Animaniacs was an American animated television series, distributed by Warner Bros. Television and produced by Amblin Entertainment and Warner Bros. Animation. It ran for 99 episodes between 1993 and 1998. Animaniacs is the second animated series (Tiny Toon Adventures being the first) produced by the collaboration of Steven Spielberg and Warner Bros.
Animaniacs had a large cast of characters, separated into individual segments, with each pair or set of characters acting in its own plot:
The Warners Brothers, Yakko, Wakko, and Dot (The Warner Sister), were three cartoon stars from the 1930s that were locked away in the Warner Bros. water tower until the 1990s, when they escaped. After their escape, they often interacted with Warner Bros. studio workers, including Ralph, the security guard; Dr. Otto Scratchansniff, the studio psychiatrist, and his assistant Hello Nurse.
Other featured characters include Pinky and the Brain are two genetically altered laboratory mice that continuously plot and attempt to take over the world. Slappy Squirrel is an aged cartoon star that would easily outwit antagonists and educate her nephew, Skippy Squirrel, about cartoon techniques. Additional principal characters included Rita and Runt, Buttons and Mindy, Chicken Boo,Flavio and Marita (The Hip Hippos), Katie Ka-Boom, a trio of pigeons known as The Goodfeathers, and Minerva Mink.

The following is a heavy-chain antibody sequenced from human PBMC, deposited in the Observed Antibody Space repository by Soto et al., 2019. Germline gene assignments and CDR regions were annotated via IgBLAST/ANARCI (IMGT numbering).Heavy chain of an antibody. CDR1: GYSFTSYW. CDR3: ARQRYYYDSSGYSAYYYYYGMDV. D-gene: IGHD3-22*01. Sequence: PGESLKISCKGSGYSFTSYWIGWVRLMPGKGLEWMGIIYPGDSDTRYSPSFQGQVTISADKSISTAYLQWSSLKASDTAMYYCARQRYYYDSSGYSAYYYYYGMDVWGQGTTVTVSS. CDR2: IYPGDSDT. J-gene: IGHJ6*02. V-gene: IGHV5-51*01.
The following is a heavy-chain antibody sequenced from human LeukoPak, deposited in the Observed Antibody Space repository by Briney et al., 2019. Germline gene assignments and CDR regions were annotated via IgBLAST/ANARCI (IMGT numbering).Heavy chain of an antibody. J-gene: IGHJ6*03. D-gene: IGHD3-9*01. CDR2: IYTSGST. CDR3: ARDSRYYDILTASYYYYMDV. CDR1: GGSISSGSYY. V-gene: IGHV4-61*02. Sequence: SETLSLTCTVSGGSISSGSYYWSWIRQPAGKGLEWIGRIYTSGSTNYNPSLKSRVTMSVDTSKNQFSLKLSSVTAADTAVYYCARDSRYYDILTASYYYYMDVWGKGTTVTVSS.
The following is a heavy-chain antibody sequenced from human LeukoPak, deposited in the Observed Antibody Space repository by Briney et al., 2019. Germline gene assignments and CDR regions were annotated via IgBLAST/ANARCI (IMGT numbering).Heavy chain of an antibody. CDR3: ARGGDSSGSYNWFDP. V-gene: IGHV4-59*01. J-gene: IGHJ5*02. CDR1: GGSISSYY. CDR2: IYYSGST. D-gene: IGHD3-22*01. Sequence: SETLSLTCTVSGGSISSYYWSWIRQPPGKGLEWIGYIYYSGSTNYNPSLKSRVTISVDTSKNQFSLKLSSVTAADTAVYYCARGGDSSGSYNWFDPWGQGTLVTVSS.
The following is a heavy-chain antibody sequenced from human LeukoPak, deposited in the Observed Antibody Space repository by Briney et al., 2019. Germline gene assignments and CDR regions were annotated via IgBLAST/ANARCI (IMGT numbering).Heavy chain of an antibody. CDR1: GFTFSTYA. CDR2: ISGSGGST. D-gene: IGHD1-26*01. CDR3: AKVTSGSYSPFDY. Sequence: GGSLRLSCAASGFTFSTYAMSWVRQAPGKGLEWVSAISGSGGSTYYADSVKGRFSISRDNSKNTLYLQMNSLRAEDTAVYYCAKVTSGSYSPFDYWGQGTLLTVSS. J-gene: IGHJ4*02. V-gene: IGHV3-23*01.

The Warner siblings and the other characters lived in Burbank, California. However, characters from the series had episodes in various places and periods of time.
The Animaniacs characters interacted with famous people and creators of the past and present as well as mythological characters and characters from modern television.
Andrea Romano, the casting and recording director of Animaniacs, said that the Warner siblings functioned to “tie the show together,” by appearing in and introducing other characters’ segments.
Each Animaniacs episode usually consisted of two or three cartoon shorts. Animaniacs segments ranged in time, from bridging segments less than a minute long to episodes spanning the entire show length; writer Peter Hastings said that the varying episode lengths gave the show a “sketch comedy” atmosphere.